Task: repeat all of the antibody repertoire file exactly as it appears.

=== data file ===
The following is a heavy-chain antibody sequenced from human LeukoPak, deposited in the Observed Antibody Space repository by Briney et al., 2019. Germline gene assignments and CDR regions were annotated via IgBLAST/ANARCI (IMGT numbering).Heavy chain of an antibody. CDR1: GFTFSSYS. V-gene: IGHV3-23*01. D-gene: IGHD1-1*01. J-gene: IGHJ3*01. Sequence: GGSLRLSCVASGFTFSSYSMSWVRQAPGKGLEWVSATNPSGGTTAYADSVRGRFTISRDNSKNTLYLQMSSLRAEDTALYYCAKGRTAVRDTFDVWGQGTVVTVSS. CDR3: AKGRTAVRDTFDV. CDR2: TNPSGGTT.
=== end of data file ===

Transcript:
The following is a heavy-chain antibody sequenced from human LeukoPak, deposited in the Observed Antibody Space repository by Briney et al., 2019. Germline gene assignments and CDR regions were annotated via IgBLAST/ANARCI (IMGT numbering).Heavy chain of an antibody. CDR1: GFTFSSYS. V-gene: IGHV3-23*01. D-gene: IGHD1-1*01. J-gene: IGHJ3*01. Sequence: GGSLRLSCVASGFTFSSYSMSWVRQAPGKGLEWVSATNPSGGTTAYADSVRGRFTISRDNSKNTLYLQMSSLRAEDTALYYCAKGRTAVRDTFDVWGQGTVVTVSS. CDR3: AKGRTAVRDTFDV. CDR2: TNPSGGTT.